Writing a grant proposal. - I am looking for information about the usage of the bittorrent protocol for open science data. Does anyone know of a recent paper, blog post or study?

Specifically I am interested in the usage of science data from the natural sciences, specifically Earth Sciences, e.g. geophysics datasets. But I am not looking to download data, I am more interested in usage patterns and popularity measurements.

What is this data offered via bittorrent like? Is it legacy data from old projects (that someone wrapped up and put in a container), or reference datasets that everyone uses, or newer datasets that are just too big to be hosted on a single computer?

(However the question asked here is a marginal aspect of the proposal.)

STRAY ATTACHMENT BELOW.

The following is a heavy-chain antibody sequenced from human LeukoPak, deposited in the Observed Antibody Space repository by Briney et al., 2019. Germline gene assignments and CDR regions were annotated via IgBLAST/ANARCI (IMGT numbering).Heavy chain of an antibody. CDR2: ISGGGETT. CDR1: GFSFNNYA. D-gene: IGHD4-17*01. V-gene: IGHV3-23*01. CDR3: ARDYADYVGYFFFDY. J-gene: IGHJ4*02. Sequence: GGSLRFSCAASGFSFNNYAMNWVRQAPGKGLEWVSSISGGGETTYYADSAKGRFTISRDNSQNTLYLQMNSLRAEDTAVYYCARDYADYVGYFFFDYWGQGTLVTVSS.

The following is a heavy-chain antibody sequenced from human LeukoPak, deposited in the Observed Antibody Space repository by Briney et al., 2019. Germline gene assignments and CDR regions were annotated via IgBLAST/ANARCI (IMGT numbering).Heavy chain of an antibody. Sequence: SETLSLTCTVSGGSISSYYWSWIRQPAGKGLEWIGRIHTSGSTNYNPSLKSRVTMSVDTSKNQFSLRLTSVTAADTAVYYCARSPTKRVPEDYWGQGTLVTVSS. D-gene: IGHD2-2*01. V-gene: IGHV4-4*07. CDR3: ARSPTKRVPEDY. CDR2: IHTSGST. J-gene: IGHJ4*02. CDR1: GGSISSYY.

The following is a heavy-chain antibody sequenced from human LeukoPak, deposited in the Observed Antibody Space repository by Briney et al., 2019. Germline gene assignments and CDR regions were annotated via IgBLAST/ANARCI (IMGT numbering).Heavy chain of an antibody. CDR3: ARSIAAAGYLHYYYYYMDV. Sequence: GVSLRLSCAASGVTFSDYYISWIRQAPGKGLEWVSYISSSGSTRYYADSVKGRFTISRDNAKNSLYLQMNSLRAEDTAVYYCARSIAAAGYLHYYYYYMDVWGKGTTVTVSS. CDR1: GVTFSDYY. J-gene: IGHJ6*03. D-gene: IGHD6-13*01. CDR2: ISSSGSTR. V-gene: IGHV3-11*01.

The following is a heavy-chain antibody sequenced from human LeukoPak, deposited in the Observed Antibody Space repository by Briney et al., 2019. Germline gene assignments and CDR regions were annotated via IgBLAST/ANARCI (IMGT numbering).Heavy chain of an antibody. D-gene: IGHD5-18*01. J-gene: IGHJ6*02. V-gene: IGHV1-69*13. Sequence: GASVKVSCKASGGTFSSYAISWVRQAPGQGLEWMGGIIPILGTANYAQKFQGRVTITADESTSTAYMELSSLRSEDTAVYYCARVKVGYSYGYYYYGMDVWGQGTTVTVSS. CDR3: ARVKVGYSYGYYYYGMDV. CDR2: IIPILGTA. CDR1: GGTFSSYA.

Update: here is one general article: Langille & Eisen, 2010: "BioTorrents: A File Sharing Service for Scientific Data"

Update 2: Similar Question from 2014, asked here, with very comprehensive answers (community wiki): What are some OpenData torrents to seed?

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    Perhaps the trollcast maintainers have some pointers. One problem with science data is that the number of users is relatively small, so you don't get the same distributed advantage as when 10,000 people are downloading/sharing a new Ubuntu distribution. If the data distributor has to keep a bittorrent share open for 2 users per week (or much less...), the advantages of bittorrent are lost.
    – gerrit
    Sep 29, 2016 at 13:23

1 Answer 1


Did you try searching Google for open science bittorrent usage filetype:pdf
There's a lot of results there to go through, but here are a few:
Enabling Distributed Scientific Computing on the Campus
not 100% bittorrent, but applicable in my professional opinion:
Are P2P Data-Dissemination Techniques Viable in Today's Data-Intensive Scientific Collaborations?

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